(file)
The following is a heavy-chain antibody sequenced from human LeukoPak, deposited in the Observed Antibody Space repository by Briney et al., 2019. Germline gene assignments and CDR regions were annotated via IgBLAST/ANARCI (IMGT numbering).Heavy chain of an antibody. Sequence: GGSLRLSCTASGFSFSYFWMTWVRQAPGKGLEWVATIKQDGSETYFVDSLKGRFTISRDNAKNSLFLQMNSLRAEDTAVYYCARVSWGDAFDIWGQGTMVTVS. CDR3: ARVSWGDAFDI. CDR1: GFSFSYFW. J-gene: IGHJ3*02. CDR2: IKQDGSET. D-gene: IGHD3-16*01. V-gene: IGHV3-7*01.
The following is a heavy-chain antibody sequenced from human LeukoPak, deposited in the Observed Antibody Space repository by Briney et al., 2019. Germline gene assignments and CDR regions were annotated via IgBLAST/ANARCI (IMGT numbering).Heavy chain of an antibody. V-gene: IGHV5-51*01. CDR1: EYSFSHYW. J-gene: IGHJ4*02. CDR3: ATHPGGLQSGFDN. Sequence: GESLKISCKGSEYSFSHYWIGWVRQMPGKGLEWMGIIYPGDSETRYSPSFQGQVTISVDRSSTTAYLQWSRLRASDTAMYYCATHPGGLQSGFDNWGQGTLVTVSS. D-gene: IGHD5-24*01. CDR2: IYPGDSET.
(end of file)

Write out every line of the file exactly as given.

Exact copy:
The following is a heavy-chain antibody sequenced from human LeukoPak, deposited in the Observed Antibody Space repository by Briney et al., 2019. Germline gene assignments and CDR regions were annotated via IgBLAST/ANARCI (IMGT numbering).Heavy chain of an antibody. Sequence: GGSLRLSCTASGFSFSYFWMTWVRQAPGKGLEWVATIKQDGSETYFVDSLKGRFTISRDNAKNSLFLQMNSLRAEDTAVYYCARVSWGDAFDIWGQGTMVTVS. CDR3: ARVSWGDAFDI. CDR1: GFSFSYFW. J-gene: IGHJ3*02. CDR2: IKQDGSET. D-gene: IGHD3-16*01. V-gene: IGHV3-7*01.
The following is a heavy-chain antibody sequenced from human LeukoPak, deposited in the Observed Antibody Space repository by Briney et al., 2019. Germline gene assignments and CDR regions were annotated via IgBLAST/ANARCI (IMGT numbering).Heavy chain of an antibody. V-gene: IGHV5-51*01. CDR1: EYSFSHYW. J-gene: IGHJ4*02. CDR3: ATHPGGLQSGFDN. Sequence: GESLKISCKGSEYSFSHYWIGWVRQMPGKGLEWMGIIYPGDSETRYSPSFQGQVTISVDRSSTTAYLQWSRLRASDTAMYYCATHPGGLQSGFDNWGQGTLVTVSS. D-gene: IGHD5-24*01. CDR2: IYPGDSET.